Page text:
14 November 2019
Mobile phones: the good, the bad and the ugly
Can you imagine life without your mobile phone? A world without technology at our fingertips seems almost impossible to remember, yet we’re only just over a decade on from the release of the first iPhone. But what happens when your work brings you into contact with vulnerable patients?
In a very short space of time, smartphones have become indispensable for modern life. Gone is the time when it was unacceptable to use your phone in the pub – it is now commonplace to see whole groups of friends staring at their screens, and not at each other. They are permanently attached to us – and that includes when we’re in bed, in the bathroom, or at work. But for those who work with vulnerable patients, are smartphones a help or a hindrance?

The good: improving clinical care

Clinically, mobile devices have been hugely beneficial, revolutionising the way in which healthcare is structured and delivered. From increasing medical staff’s ability to communicate, to the myriad available medical apps, they allow access to all sorts of information at the point of patient contact.  However, with opportunities come challenges.

The bad: encouraging addictive behaviour

Anyone who owns a smartphone will know that they can be addictive. Encouraging staff to bring their phones to work carries the risk of 'Distracted Doctoring'. Our recent study1 found that 92% of hospital staff used their phone at work. If staff are using their phone for personal rather than clinical reasons, then this can divert their attention away from their duties – in the same way that it does if used when driving. This may have a negative impact on patient care.

The ugly: infection control

Are you carrying around a petri dish in your pocket? Warm, moist, and full of sweat and nutrients from the owner’s hands, our mobile devices provide an optimal habitat for bacteria to survive and potentially even grow.  We were able to grow bacterial contaminants from 98% of the 250 phones belonging to hospital staff we tested.  These contaminants included not just environmental and commensal organisms from the skin, but also potentially pathogenic bacteria known to cause healthcare-associated infections (HCAIs), such as Staphylococcus aureus. While these are not usually a concern for the healthy owners of the mobile phones, they could potentially be a threat to patients with compromised immune systems.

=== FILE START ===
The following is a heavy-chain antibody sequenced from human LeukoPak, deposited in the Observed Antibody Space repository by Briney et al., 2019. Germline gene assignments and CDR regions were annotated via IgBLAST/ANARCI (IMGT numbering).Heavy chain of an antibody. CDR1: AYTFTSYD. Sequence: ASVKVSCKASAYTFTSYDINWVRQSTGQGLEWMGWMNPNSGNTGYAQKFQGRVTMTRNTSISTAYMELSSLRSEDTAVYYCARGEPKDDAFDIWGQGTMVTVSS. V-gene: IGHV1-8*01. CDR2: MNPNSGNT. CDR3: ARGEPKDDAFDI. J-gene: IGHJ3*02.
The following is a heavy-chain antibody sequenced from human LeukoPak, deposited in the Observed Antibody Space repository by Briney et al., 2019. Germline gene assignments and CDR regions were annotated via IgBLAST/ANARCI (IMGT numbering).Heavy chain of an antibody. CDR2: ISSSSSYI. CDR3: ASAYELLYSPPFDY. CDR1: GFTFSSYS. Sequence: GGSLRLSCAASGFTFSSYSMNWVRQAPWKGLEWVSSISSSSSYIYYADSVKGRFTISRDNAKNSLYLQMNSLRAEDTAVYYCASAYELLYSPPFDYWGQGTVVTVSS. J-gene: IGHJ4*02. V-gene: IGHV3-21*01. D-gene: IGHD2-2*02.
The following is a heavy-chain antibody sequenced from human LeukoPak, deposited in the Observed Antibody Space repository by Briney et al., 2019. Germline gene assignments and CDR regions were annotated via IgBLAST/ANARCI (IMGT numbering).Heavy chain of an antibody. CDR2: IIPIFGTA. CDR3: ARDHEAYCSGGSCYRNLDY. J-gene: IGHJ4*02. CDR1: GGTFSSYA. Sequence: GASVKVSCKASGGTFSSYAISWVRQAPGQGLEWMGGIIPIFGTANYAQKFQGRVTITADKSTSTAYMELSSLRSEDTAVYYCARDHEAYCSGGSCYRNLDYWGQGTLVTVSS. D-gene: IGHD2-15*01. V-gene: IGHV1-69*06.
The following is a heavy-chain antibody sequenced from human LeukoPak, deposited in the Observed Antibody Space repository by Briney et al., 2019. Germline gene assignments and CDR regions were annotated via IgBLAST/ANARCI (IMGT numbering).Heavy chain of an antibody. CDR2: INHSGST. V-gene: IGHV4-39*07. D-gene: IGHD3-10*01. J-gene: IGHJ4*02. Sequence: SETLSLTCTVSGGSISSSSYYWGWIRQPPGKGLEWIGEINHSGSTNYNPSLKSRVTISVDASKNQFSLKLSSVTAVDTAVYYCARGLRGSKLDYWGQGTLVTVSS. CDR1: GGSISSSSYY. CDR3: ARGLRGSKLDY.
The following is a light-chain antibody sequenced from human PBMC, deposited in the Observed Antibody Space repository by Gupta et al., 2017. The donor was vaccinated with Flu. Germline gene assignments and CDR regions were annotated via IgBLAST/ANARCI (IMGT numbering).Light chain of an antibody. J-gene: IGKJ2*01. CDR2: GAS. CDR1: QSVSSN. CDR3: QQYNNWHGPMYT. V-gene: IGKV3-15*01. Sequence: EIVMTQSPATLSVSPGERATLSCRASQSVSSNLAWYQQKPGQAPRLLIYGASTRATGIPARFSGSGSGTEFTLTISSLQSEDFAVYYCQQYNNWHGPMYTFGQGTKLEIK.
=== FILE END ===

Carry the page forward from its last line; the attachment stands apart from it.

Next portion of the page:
Some of the hospital staff phones harboured Enterococcus species – an organism whose natural habitat is our gut. How have they ended up on phones? Well, 75% of people admit to using their phones on the toilet….

So are mobile phones reducing the effectiveness of hand hygiene protocols? However careful you are to wash your hands after using the toilet or between seeing patients, if your phone is contaminated then every time you touch your phone, you are recontaminating your hands.  Unlike many other devices in a hospital environment, your phone will travel with you – patient to patient, ward to ward, into the cafeteria, home at the end of the shift.

What’s more, our study found that the bacteria we isolated from hospital staff phones were more resistant to antibiotics than those isolated from the control group.  For example, 11% of hospital staff phones carried the superbug MRSA, compared to none from our control group.

We know that the hospital environment can play a role in infection outbreaks, and we know the importance of hand hygiene. The way we use our mobile phones gives them a unique but ubiquitous role in our environment, and warrants consideration of their impact on infection control.

Around 90% of staff never clean their phones, yet our study shows that daily cleaning significantly reduces contamination load. While we don’t yet know the absolute best method to clean your phones, or their exact role (if any) in HCAIs, it seems sensible to suggest that you regularly give them a quick wipe, and that you think twice before using them next time you’re on the loo…


Rebecca Simmonds and Emma Hayhurst


  1. Simmonds R, Lee D and Hayhurst E. Mobile phones as fomites for potential pathogens in hospitals: microbiome analysis reveals hidden contaminants. Journal or Hospital Infection (2019). https://doi.org/10.1016/j.jhin.2019.09.010